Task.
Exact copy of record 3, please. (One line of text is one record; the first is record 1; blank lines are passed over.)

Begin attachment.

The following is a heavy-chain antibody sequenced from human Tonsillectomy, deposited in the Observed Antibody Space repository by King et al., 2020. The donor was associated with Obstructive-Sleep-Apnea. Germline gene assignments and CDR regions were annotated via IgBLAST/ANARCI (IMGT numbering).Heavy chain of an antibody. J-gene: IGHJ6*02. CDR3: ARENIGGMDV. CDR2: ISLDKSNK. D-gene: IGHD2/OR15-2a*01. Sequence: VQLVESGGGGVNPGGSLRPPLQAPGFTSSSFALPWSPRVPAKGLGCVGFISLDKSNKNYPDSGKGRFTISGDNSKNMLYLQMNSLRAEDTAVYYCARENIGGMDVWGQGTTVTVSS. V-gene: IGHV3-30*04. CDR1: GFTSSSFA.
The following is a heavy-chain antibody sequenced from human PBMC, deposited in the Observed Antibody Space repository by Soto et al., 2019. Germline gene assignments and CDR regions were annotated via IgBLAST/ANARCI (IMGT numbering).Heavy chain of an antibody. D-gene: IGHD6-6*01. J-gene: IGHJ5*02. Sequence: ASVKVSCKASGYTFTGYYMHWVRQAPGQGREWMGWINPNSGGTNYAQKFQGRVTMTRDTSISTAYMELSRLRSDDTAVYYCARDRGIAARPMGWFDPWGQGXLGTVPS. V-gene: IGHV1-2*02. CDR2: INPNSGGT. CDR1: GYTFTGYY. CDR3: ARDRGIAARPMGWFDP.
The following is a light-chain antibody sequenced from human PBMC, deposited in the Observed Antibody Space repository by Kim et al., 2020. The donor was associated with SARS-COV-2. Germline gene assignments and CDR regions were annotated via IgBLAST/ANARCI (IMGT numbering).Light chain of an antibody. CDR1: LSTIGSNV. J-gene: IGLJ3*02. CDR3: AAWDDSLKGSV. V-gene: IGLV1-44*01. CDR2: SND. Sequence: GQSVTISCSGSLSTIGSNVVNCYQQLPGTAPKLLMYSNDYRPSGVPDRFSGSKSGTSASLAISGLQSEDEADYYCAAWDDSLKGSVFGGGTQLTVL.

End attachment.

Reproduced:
The following is a light-chain antibody sequenced from human PBMC, deposited in the Observed Antibody Space repository by Kim et al., 2020. The donor was associated with SARS-COV-2. Germline gene assignments and CDR regions were annotated via IgBLAST/ANARCI (IMGT numbering).Light chain of an antibody. CDR1: LSTIGSNV. J-gene: IGLJ3*02. CDR3: AAWDDSLKGSV. V-gene: IGLV1-44*01. CDR2: SND. Sequence: GQSVTISCSGSLSTIGSNVVNCYQQLPGTAPKLLMYSNDYRPSGVPDRFSGSKSGTSASLAISGLQSEDEADYYCAAWDDSLKGSVFGGGTQLTVL.